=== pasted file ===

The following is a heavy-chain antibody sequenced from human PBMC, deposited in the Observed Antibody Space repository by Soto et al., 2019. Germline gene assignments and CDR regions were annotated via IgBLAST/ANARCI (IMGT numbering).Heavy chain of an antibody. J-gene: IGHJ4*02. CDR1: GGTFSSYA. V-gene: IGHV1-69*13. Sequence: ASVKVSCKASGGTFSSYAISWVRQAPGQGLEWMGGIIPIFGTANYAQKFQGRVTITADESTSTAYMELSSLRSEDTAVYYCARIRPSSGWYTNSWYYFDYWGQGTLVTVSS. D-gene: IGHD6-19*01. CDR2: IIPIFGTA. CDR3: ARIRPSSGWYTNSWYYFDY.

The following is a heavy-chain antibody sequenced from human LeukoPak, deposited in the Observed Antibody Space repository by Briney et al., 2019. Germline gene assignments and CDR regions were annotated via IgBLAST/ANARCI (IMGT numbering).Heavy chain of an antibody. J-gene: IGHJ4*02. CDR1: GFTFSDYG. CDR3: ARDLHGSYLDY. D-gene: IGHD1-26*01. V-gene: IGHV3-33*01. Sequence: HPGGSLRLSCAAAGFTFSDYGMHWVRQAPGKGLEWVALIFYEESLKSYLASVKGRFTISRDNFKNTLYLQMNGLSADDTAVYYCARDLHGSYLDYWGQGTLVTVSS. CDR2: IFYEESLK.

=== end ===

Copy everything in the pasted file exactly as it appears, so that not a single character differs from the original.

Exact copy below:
The following is a heavy-chain antibody sequenced from human PBMC, deposited in the Observed Antibody Space repository by Soto et al., 2019. Germline gene assignments and CDR regions were annotated via IgBLAST/ANARCI (IMGT numbering).Heavy chain of an antibody. J-gene: IGHJ4*02. CDR1: GGTFSSYA. V-gene: IGHV1-69*13. Sequence: ASVKVSCKASGGTFSSYAISWVRQAPGQGLEWMGGIIPIFGTANYAQKFQGRVTITADESTSTAYMELSSLRSEDTAVYYCARIRPSSGWYTNSWYYFDYWGQGTLVTVSS. D-gene: IGHD6-19*01. CDR2: IIPIFGTA. CDR3: ARIRPSSGWYTNSWYYFDY.

The following is a heavy-chain antibody sequenced from human LeukoPak, deposited in the Observed Antibody Space repository by Briney et al., 2019. Germline gene assignments and CDR regions were annotated via IgBLAST/ANARCI (IMGT numbering).Heavy chain of an antibody. J-gene: IGHJ4*02. CDR1: GFTFSDYG. CDR3: ARDLHGSYLDY. D-gene: IGHD1-26*01. V-gene: IGHV3-33*01. Sequence: HPGGSLRLSCAAAGFTFSDYGMHWVRQAPGKGLEWVALIFYEESLKSYLASVKGRFTISRDNFKNTLYLQMNGLSADDTAVYYCARDLHGSYLDYWGQGTLVTVSS. CDR2: IFYEESLK.